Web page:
DESIRE, DISPASSION, LIBERATION & THE ABSOLUTE with quotes from The Upanishads and Sri Ramana Maharshi

One learns more and more that no number of objects we experience (this includes worldly objects, people, thoughts, feelings, experiences, praise, adoration, etc) will ever bring lasting satisfaction. These objects (which includes all experiences), each being temporary and limited, will bring only temporary and limited pleasures at best. This pleasure will inevitably end which results in stress and suffering as we try to prevent the ending of our association with the desired objects. So seeking fulfillment in objects results in the perpetuation ofsuffering, and this is learnt over and over again ever more deeply over the course of time.

Simultaneously, we realise that lasting fulfillment only comes from not-seeking, ie. when we are resting as our-Self in the Natural Condition. Again, this insight-realisation deepens and our conviction that this is true grows stronger over time, as we psychologically and spiritually mature.

How quickly we learn this depends on our ability to observe, listen, discern and learn the lessons life is teaching us (this is called Viveka in Sanskrit, often translated as discrimination or discernment, but also can be translated as wisdom).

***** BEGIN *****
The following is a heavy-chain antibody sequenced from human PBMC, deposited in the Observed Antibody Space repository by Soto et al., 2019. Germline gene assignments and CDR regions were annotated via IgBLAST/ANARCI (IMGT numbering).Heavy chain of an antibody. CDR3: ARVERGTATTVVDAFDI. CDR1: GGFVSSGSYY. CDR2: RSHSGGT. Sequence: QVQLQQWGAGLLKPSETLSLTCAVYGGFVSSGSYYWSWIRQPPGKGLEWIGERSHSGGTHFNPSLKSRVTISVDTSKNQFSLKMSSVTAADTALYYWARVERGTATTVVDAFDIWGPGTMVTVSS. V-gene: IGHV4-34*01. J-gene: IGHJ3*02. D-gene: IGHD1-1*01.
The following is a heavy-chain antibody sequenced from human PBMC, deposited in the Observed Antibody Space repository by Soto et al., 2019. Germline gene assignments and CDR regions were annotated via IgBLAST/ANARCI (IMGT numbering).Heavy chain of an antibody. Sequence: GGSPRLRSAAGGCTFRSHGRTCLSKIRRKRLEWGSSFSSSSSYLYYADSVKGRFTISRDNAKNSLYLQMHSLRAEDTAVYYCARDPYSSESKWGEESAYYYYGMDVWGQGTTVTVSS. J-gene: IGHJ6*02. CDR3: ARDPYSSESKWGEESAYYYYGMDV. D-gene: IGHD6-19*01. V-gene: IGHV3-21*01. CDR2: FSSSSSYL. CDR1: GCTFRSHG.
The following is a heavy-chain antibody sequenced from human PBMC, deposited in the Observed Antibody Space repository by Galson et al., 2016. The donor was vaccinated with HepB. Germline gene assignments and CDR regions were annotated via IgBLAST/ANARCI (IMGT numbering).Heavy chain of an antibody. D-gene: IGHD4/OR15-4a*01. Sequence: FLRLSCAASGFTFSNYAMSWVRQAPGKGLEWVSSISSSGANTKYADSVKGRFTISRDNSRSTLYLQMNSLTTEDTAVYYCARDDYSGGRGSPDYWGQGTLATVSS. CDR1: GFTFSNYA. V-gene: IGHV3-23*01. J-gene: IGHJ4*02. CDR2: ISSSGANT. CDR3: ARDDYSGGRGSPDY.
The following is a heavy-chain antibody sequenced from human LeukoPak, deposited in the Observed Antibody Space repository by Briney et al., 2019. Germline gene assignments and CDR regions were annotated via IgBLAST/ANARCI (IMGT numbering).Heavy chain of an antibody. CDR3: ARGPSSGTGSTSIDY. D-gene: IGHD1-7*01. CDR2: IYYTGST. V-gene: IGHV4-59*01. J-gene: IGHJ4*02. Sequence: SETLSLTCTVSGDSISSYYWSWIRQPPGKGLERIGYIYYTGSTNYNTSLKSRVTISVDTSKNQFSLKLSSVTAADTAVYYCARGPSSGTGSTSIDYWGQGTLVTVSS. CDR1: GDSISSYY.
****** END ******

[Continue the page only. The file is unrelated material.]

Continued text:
This natural turning away from gross and subtle objects and dropping away of desire for them is known as dispassion or vairagya in Sanskrit, and this vairagya naturally occurs to spiritual seekers (ie. the ego) as they spiritually mature and internalise these above lessons.

When vairagya becomes fully mature there is just constant abiding as Self. Self is satisfied as Self, not needing pleasure or good feelings from ‘outside’ limited objects. The seeking mind (which is the egoic mind or the functioning of the separate ‘I’ concept), then never emerges and is eventually destroyed through sustained inactivity.

This total Vairagya is where the separate ‘I concept’ never rises and is essentially dead. This is known as destruction of the Mind (Manonasa) or extinction of the vasanas (the habitual egoic tendencies, the extinction of which is called Vasana Kshaya). It is also known as Self-Realisation (Atma Sakshatkara) or Self-Knowledge (Atma Jnana). It is not realisation or knowledge in the traditional sense, as there is not necessarily any knowledge in the mind. Rather it is the non-emergence of egotism (egotism is also known as ignorance or separation, so knowledge is simple the lack of ignorance or the lack of separation). It is also known as Silence (Mauna) or the Absolute (Brahman).

Bhagavan Sri Ramana Maharshi gives us a practical definition of Silence here when he states:

‘The Self is that where there is absolutely no “I”-thought. That is called silence [mauna]’ and again he states ‘That state in which the “I”-thought does not rise even in the least is silence [mauna].’